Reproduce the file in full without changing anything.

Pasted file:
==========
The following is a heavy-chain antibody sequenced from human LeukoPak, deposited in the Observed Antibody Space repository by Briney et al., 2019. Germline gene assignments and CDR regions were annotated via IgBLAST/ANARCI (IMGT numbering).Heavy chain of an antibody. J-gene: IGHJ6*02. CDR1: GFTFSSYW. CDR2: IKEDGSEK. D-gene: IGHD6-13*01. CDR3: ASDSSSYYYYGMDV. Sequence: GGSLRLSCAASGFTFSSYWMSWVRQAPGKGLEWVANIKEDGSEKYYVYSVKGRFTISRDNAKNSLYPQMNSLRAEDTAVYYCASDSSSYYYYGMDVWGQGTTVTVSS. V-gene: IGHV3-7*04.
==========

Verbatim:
The following is a heavy-chain antibody sequenced from human LeukoPak, deposited in the Observed Antibody Space repository by Briney et al., 2019. Germline gene assignments and CDR regions were annotated via IgBLAST/ANARCI (IMGT numbering).Heavy chain of an antibody. J-gene: IGHJ6*02. CDR1: GFTFSSYW. CDR2: IKEDGSEK. D-gene: IGHD6-13*01. CDR3: ASDSSSYYYYGMDV. Sequence: GGSLRLSCAASGFTFSSYWMSWVRQAPGKGLEWVANIKEDGSEKYYVYSVKGRFTISRDNAKNSLYPQMNSLRAEDTAVYYCASDSSSYYYYGMDVWGQGTTVTVSS. V-gene: IGHV3-7*04.